Listener 21 November 1998.
Keywords: Business & Finance
Desperately keen to go to a film in a fire-prone theatre, you choose a seat which gives you a good view, near an exit. A fire starts during the screening. You head for the door, and are crushed as everyone else does too. Your mistake is the “fallacy of composition”: that which applies for the individual, may not apply if every individual acts on it. One of my earliest lessons in economics seems forgotten today.
It was forgotten in computer trading, which gave a guaranteed return based on the investor selling out if the share fell to a certain point. The idea was so simple a computer could do it. Everyone did it, so when the share dropped to the trigger point, they tried to sell, could not, share prices plunged, and the 1987 US share market collapsed.
You would think they would learn, but no. The enthusiasm switched to hedge funds, which trade complicated financial assets (derivatives). The most prestigious was Long Term Capital Management (LTCM), not least because of its board of directors included two financial economists awarded the 1997 Nobel prize in economics for a sure-fire investment strategy for hedge funds. This time the call of “fire” was in the Russian markets, LTCM (motto – “there wasn’t any”) could not liquidate its position in the way the equations assumed and …
We are not sure what comes after the “and”. Optimists hope that a bank financed rescue plan will work, and the financial instability – most evidently seen in the $US to Yen exchange rate as financiers rapidly unwound their hedges – is but a temporary disturbance. Pessimists think that the LTCM plunge will be remembered as the event which precipitated the US and world economy into the “millennium depression”. (The hope had been the Asian crisis had been insulated from the rest of the world.)
Prudence suggests the cautious will give more weight to the depression scenario than the optimistic one. Unfortunately, the fallacy of composition says that if everyone behaves cautiously, a depression is more likely.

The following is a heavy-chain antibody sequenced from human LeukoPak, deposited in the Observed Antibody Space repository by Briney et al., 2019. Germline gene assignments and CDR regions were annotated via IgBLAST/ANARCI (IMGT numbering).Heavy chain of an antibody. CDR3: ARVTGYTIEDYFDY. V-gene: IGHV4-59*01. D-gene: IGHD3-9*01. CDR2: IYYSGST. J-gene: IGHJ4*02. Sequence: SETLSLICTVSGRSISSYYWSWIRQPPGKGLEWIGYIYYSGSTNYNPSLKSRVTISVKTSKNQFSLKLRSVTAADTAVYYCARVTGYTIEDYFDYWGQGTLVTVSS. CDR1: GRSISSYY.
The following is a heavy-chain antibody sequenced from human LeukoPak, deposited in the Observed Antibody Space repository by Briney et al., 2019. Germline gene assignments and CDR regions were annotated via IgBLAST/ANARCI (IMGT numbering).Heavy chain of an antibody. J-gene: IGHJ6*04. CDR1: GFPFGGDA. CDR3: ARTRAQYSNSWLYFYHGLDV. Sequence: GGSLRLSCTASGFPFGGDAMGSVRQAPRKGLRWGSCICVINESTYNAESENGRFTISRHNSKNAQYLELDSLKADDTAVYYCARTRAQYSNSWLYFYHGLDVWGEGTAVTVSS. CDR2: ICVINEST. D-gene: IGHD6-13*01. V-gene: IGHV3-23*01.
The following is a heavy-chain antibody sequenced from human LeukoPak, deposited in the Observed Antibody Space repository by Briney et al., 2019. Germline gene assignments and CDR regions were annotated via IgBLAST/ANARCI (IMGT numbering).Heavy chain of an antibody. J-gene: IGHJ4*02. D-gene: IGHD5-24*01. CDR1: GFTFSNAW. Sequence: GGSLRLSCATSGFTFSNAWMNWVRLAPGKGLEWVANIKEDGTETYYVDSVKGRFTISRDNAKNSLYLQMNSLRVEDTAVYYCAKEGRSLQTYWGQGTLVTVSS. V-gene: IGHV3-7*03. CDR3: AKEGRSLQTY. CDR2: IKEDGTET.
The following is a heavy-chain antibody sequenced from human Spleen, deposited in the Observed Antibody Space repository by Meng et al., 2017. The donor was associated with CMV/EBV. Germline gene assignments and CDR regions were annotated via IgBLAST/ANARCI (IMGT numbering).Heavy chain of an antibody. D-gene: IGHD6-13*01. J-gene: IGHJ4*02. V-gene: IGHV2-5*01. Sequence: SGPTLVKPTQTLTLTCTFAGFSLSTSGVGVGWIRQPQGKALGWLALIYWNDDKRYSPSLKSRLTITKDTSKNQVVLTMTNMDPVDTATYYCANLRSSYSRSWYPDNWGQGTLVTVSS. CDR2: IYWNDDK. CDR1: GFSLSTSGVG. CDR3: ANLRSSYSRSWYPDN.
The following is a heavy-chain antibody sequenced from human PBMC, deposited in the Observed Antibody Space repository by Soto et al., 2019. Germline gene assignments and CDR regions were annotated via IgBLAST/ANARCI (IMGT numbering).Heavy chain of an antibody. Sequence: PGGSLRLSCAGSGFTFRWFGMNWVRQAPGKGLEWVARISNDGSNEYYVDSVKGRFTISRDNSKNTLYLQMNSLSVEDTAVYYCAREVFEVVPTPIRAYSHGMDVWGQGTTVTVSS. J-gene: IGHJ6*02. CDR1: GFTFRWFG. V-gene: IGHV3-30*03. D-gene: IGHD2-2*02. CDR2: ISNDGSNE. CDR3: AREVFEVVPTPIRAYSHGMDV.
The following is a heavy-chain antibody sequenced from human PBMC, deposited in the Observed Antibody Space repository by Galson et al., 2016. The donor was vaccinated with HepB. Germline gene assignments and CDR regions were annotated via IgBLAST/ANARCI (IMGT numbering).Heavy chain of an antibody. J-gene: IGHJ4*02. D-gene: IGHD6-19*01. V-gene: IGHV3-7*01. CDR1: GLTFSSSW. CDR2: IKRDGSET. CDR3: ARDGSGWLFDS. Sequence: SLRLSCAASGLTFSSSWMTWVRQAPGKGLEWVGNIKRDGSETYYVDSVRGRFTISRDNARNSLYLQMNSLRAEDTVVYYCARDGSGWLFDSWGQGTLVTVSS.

Optimists argue that even so, the world will not repeat the mistakes of the 1930s. This assumes policy caused that world depression, whereas it might have occurred anyway, and the policy response only exacerbated it. We place too much faith in the ability of policy to correct underlying failures. Politicians have a vested interested in this view, and their journalist and academic acolytes chorus them. In any case, given the recent record of financial markets, why should politicians to do any better?
As if to compensate for the crassness of its 1997 award, the 1998 economics Nobel prize was given to Amartya Sen for his contributions in the theory of social choice and poverty. Sen’s award is deserved, something one cannot say of all previous prizewinners. (His first name “immortal to his mother” was suggested by Nobel prizewinner in literature, Rabindranath Tagore, a close family friend from the same Indian village.)
I reported one of his findings – that famine could occur when their was a food shortage if the poor had not the means to acquire the food, as happened in the great Bengali famine – in a column (14 Dec 1985). He extended our understanding of social choice (collective decision making). His seminal work on poverty measurement has still not been applied in New Zealand. Most fundamentally, he questioned the utilitarian foundation of economics, arguing that “capabilities” – the possibilities open up to the individual – are more relevant than just material consumption. By doing so he returns economics to its philosophical roots, challenging its foundations.
Cynics suggest the switch from the 1997 Nobel prize topic of get-rich-easy-schemes to poverty in 1998 may be a prediction on the part of the awarding committee. On their record they are not as smart as that.